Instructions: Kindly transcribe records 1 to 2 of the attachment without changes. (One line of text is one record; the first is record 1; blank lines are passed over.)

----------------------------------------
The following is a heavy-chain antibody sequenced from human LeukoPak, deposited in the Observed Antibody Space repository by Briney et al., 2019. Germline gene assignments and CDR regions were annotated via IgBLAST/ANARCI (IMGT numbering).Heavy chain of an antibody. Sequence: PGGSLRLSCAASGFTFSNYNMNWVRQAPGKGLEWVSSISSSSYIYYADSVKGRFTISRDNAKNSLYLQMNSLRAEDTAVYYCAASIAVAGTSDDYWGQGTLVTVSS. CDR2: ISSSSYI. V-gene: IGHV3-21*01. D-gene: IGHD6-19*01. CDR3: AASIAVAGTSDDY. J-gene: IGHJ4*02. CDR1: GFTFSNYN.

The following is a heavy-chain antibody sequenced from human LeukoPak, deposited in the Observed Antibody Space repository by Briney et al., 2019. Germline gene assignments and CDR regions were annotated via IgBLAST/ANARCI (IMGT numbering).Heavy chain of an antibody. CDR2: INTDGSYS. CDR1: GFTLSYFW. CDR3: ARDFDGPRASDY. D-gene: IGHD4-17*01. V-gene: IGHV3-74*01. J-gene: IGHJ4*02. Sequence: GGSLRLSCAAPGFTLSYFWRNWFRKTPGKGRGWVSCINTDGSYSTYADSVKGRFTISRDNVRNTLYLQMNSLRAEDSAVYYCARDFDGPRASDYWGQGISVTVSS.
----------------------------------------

The following is a heavy-chain antibody sequenced from human LeukoPak, deposited in the Observed Antibody Space repository by Briney et al., 2019. Germline gene assignments and CDR regions were annotated via IgBLAST/ANARCI (IMGT numbering).Heavy chain of an antibody. Sequence: PGGSLRLSCAASGFTFSNYNMNWVRQAPGKGLEWVSSISSSSYIYYADSVKGRFTISRDNAKNSLYLQMNSLRAEDTAVYYCAASIAVAGTSDDYWGQGTLVTVSS. CDR2: ISSSSYI. V-gene: IGHV3-21*01. D-gene: IGHD6-19*01. CDR3: AASIAVAGTSDDY. J-gene: IGHJ4*02. CDR1: GFTFSNYN.

The following is a heavy-chain antibody sequenced from human LeukoPak, deposited in the Observed Antibody Space repository by Briney et al., 2019. Germline gene assignments and CDR regions were annotated via IgBLAST/ANARCI (IMGT numbering).Heavy chain of an antibody. CDR2: INTDGSYS. CDR1: GFTLSYFW. CDR3: ARDFDGPRASDY. D-gene: IGHD4-17*01. V-gene: IGHV3-74*01. J-gene: IGHJ4*02. Sequence: GGSLRLSCAAPGFTLSYFWRNWFRKTPGKGRGWVSCINTDGSYSTYADSVKGRFTISRDNVRNTLYLQMNSLRAEDSAVYYCARDFDGPRASDYWGQGISVTVSS.